by D.W. Lundberg

Friday, March 7, 2014


In which we take a look at a series of odd movie coincidences - scenes, jokes, dialogue, even specific camera shots shared between two seemingly unrelated films. Anyone who's sat through a particular scene in a movie and thought, "Gee, haven't I seen someone do this somewhere before?" will know exactly what I'm talking about.

The other week, I posted an MCOD connecting a joke in A League Of Their Own (1992) with an earlier one, from The Naked Gun (1988). Actually, that wasn't entirely fair: Though the setup is basically the same - man urinates, long and loudly, for a captive audience, seems to stop... then picks up again, just as long and as loud as before - the context is not, so I feel the need to backtrack a bit. In A League, you see, the joke is all about character: by the time Jimmy Dugan (Tom Hanks) is introduced to his fellow Peaches, he's already been established as a louse and a loser, so his little stint at the latrine (or was that a sink?), at least, makes sense from a certain point of view. In The Naked Gun, it's less about character than out-and-out silliness, for which its creators - a comedy team known as ZAZ, for David Zucker, Jim Abrahams and Jerry Zucker - had pretty much cornered the market.

Abrahams and the Zucker brothers first gained notoriety in 1971, for co-founding the Kentucky Fried Theater troupe in Madison, WI. Their offbeat brand of sketch comedy played to sold-out crowds across the U.S., eventually landing them in Los Angeles. There, they penned their first screenplay, for the aptly titled Kentucky Fried Movie (1977), which parodied everything from chop socky flicks to television news broadcasts. It wasn't until 1980, though, that they finally became a household name, with Airplane!, a spoof on 70s disaster films. With its clever wordplay ("I am serious... and don't call me Shirley"), silly sight gags, and dramatic actors cast against type (nowadays, it's hard to imagine Robert Stack, Lloyd Bridges and Leslie Nielsen as ever being "dramatic"), Airplane! was a hit with audiences, grossing $83 million at the box office. Its success led to the release of Top Secret! (1984), Hot Shots! (1991), and the short-lived TV series Police Squad! (1982, also starring Nielsen), later resurrected as The Naked Gun.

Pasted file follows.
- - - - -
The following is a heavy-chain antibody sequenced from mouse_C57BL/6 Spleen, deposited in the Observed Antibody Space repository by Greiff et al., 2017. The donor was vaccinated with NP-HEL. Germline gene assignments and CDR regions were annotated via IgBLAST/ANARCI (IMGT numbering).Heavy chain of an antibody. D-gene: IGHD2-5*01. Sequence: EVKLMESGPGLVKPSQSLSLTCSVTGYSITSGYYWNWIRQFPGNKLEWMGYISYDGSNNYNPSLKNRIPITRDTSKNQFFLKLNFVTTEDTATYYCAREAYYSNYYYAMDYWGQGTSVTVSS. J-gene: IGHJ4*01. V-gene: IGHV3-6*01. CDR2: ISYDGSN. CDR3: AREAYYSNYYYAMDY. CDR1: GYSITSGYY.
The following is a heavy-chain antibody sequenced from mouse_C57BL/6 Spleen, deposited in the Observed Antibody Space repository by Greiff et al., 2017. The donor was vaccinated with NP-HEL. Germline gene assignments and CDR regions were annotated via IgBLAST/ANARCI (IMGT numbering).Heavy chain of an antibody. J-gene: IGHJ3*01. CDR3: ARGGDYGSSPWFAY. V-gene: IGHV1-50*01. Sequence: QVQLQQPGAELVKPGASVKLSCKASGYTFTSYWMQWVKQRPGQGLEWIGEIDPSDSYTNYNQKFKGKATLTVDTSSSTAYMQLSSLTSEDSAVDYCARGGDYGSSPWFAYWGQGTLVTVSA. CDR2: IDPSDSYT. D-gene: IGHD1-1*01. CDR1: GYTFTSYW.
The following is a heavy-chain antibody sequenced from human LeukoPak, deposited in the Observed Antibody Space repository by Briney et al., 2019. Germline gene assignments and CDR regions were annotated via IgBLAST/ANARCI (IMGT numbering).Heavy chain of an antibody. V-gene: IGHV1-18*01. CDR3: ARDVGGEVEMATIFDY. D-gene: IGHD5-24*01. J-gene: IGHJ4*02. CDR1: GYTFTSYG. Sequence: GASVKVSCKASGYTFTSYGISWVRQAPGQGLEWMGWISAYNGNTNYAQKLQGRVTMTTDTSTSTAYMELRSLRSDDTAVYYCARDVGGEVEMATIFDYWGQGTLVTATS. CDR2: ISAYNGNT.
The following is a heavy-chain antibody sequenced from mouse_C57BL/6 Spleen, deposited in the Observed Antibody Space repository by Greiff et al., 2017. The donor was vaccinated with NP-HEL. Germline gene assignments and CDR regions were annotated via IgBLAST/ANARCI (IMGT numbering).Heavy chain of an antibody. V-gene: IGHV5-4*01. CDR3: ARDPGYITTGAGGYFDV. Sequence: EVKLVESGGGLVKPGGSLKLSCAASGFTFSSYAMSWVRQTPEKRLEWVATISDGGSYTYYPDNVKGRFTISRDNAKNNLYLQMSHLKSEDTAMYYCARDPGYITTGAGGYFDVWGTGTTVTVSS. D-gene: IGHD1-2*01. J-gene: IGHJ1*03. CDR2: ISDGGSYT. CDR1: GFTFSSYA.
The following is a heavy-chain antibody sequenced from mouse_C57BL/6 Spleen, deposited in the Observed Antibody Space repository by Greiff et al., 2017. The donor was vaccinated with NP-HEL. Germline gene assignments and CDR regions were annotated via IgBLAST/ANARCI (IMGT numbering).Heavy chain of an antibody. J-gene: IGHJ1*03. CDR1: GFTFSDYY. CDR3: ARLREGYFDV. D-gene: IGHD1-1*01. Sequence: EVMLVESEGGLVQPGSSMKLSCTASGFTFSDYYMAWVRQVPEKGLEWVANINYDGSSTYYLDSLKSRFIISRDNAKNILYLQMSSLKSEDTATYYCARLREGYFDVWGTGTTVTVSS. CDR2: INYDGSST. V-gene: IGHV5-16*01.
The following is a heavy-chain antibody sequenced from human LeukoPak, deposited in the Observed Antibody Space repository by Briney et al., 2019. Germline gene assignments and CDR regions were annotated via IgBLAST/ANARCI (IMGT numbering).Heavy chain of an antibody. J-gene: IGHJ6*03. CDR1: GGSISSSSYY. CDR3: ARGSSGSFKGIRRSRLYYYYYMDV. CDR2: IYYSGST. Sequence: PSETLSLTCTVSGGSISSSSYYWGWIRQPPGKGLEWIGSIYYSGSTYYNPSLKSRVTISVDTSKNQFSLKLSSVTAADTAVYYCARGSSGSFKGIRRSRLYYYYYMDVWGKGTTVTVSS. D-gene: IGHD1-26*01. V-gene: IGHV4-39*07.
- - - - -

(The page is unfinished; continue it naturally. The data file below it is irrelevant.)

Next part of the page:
Keep in mind, there's a fine line between parody and plagiarism. ZAZ was a master at both. A scene like this one (from Airplane!) is clearly a send-up of Saturday Night Fever (1977), complete with "Stayin' Alive" on the soundtrack, and it keeps adding layers - slapstick, juggling, Russian Cossack dancing - to remind us all that it's all just a joke. Or this opening credit sequence from Top Secret!, which lampoons just about every Elvis Presley/Beach Party musical ever made.

This scene, from Episode 1 of Police Squad!, takes its cues from any number of word-centric comedy sketches throughout history, Abbott & Costello's "Who's On First?" routine in particular. Many writers have tried to emulate this classic comedy bit over the years, but ZAZ, I think, comes closest to matching it for sheer verbal lunacy: